A popular way to visualise risk is to create a ‘heat map’ consisting of a colour coded 5 x 5 grid that enables the Likelihood and Impact of a risk to be plotted.  High risks are shown in red and low risks are shown in green. It can provide a simple and compelling way to explain the nature of the risks facing an organisation.

However, what a heat map is unable to show is the range of losses that could be incurred. For example, in the case of Tatton Hill Academy, there is an 82% chance the Academy would spend £10,000, a 29% chance it would spend £20,000 and a 1.34% chance that it will end up spending £45,000.

The Loss Exceedance Curve (LEC), illustrated below, is used in actuarial science, nuclear power and engineering. It shows how a range of losses are possible and that larger losses are less likely than smaller ones. It also enables the effect of inherent risk and residual risk to be visualised. Inherent risk is the risk that an activity would pose if minimal controls or other mitigating factors were in place. Residual Risk is the risk that remains after additional controls are taken into account.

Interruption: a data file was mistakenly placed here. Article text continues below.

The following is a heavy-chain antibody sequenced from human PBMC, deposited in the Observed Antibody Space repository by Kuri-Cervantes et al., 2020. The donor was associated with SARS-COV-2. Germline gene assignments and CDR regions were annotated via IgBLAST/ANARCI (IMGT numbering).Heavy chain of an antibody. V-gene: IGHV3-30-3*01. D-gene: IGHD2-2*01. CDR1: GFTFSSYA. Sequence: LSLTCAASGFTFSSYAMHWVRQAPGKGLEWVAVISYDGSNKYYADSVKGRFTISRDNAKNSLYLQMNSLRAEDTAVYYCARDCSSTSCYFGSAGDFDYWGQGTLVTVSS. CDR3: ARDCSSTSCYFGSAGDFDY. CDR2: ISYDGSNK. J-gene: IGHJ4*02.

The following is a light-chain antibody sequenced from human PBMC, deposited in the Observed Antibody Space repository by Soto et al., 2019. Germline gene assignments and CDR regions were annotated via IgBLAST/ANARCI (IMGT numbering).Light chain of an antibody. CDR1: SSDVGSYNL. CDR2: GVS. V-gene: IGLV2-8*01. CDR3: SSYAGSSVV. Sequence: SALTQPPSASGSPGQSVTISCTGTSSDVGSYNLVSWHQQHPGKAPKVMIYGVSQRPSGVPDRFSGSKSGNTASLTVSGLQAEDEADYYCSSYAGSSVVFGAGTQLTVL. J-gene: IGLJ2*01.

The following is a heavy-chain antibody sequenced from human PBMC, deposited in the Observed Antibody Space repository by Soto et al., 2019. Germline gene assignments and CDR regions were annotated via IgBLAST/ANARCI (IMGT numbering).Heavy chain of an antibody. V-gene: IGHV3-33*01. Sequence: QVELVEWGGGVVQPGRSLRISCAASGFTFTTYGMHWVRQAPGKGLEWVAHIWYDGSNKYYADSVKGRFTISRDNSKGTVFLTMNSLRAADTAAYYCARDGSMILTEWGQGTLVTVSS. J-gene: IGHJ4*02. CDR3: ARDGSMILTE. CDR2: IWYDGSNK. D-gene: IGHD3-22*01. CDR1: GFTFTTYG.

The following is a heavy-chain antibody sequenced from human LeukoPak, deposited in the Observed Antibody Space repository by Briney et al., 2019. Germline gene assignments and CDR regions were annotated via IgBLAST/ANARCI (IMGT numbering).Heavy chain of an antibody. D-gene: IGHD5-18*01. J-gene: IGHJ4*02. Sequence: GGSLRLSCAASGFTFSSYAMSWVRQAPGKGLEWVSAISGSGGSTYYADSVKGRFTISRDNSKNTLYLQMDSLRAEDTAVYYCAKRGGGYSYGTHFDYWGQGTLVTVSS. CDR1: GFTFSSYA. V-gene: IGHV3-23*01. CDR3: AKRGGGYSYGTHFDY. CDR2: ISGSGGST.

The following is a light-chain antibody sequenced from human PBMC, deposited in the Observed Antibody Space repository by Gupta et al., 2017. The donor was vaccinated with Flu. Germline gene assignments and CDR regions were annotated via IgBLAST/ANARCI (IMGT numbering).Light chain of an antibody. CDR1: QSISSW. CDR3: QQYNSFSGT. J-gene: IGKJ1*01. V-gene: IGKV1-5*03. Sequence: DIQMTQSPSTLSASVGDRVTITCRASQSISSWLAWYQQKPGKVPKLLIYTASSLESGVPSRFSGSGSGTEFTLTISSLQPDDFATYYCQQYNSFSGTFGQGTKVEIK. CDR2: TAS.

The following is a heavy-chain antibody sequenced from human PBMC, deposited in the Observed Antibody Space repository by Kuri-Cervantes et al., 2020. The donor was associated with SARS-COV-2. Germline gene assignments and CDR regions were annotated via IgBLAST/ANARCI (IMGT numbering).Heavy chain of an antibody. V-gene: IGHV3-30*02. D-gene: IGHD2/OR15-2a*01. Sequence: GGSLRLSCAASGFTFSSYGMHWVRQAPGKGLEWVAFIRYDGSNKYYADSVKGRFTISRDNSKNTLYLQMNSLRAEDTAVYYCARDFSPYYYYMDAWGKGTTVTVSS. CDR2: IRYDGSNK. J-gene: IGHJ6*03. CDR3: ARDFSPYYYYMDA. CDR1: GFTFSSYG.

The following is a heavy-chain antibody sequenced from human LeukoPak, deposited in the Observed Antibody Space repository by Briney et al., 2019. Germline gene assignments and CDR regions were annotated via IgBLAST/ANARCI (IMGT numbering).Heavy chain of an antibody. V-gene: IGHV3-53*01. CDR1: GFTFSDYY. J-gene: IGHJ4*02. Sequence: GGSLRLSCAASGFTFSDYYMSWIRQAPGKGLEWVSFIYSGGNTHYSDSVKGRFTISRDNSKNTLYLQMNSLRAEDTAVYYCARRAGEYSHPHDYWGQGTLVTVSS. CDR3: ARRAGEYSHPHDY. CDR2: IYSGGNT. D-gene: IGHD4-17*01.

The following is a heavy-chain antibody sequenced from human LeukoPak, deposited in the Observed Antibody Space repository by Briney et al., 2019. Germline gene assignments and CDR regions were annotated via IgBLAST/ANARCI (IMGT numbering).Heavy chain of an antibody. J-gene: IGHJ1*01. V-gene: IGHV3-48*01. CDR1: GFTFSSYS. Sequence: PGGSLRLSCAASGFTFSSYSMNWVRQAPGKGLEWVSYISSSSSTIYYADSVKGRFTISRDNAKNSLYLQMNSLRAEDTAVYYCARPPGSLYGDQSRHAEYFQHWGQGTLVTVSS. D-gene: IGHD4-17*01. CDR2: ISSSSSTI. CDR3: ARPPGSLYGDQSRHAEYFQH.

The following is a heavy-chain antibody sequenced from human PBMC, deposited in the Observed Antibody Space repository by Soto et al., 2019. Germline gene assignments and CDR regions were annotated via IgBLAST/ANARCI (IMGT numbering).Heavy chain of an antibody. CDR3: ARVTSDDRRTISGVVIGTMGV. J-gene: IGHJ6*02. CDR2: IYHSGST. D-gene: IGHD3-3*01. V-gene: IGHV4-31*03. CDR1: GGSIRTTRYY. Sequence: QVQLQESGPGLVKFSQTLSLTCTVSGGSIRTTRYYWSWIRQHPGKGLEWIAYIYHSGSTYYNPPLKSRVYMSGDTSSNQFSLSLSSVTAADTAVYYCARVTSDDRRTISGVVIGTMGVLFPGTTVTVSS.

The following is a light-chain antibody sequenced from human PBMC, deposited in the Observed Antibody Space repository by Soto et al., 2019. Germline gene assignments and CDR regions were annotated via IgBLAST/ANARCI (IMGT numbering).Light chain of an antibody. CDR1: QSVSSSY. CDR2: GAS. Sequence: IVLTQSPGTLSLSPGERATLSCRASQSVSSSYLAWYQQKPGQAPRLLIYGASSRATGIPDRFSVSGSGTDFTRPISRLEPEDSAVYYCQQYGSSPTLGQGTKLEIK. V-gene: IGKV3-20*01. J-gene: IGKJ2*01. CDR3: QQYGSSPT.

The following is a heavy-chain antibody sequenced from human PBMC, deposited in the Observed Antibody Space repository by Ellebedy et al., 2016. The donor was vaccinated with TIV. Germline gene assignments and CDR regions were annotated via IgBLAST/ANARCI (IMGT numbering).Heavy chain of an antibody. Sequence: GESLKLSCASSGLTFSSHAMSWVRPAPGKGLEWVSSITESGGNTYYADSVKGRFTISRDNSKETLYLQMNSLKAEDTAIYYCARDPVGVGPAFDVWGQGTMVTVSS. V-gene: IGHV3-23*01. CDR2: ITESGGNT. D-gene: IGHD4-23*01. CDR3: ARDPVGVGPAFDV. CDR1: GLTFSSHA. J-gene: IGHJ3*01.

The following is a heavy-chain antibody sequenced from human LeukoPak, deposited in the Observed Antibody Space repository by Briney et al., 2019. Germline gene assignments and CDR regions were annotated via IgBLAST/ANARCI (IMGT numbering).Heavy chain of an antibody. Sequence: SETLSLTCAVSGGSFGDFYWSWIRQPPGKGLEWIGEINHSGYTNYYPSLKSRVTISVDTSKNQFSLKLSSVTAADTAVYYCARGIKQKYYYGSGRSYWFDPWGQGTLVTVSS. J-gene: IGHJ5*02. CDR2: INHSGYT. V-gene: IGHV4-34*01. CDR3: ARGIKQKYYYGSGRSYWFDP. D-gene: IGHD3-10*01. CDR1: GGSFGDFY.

Tatton Hill’s Senior Leadership team believe that its new HR Recruitment and Retention strategy will reduce its risk of having to rely on recruitment agencies for permanent teaching staff. Consequently, the Academy is judged to have a 48.7% chance of spending £10,000. a 17.2% chance of spending £20,000 and a 0.8% chance of spending £40,000.

loss-exceedance-curve